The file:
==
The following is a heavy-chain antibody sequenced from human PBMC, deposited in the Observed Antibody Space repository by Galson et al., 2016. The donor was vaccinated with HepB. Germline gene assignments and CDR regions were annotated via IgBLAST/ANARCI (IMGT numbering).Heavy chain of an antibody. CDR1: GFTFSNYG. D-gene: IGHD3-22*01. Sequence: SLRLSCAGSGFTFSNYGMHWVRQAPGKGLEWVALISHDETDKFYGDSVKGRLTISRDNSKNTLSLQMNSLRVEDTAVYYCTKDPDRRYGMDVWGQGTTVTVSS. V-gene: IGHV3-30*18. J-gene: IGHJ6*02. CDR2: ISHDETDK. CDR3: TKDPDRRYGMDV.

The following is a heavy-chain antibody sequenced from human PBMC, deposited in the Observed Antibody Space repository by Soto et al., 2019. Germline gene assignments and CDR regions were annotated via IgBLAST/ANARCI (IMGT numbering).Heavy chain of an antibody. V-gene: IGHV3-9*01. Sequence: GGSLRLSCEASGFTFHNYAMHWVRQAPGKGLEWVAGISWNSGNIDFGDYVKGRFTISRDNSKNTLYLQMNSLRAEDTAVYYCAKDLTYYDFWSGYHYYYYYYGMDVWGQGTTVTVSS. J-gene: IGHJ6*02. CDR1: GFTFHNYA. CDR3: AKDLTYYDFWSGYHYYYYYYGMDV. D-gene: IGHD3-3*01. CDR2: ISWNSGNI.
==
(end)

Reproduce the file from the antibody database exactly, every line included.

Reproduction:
The following is a heavy-chain antibody sequenced from human PBMC, deposited in the Observed Antibody Space repository by Galson et al., 2016. The donor was vaccinated with HepB. Germline gene assignments and CDR regions were annotated via IgBLAST/ANARCI (IMGT numbering).Heavy chain of an antibody. CDR1: GFTFSNYG. D-gene: IGHD3-22*01. Sequence: SLRLSCAGSGFTFSNYGMHWVRQAPGKGLEWVALISHDETDKFYGDSVKGRLTISRDNSKNTLSLQMNSLRVEDTAVYYCTKDPDRRYGMDVWGQGTTVTVSS. V-gene: IGHV3-30*18. J-gene: IGHJ6*02. CDR2: ISHDETDK. CDR3: TKDPDRRYGMDV.

The following is a heavy-chain antibody sequenced from human PBMC, deposited in the Observed Antibody Space repository by Soto et al., 2019. Germline gene assignments and CDR regions were annotated via IgBLAST/ANARCI (IMGT numbering).Heavy chain of an antibody. V-gene: IGHV3-9*01. Sequence: GGSLRLSCEASGFTFHNYAMHWVRQAPGKGLEWVAGISWNSGNIDFGDYVKGRFTISRDNSKNTLYLQMNSLRAEDTAVYYCAKDLTYYDFWSGYHYYYYYYGMDVWGQGTTVTVSS. J-gene: IGHJ6*02. CDR1: GFTFHNYA. CDR3: AKDLTYYDFWSGYHYYYYYYGMDV. D-gene: IGHD3-3*01. CDR2: ISWNSGNI.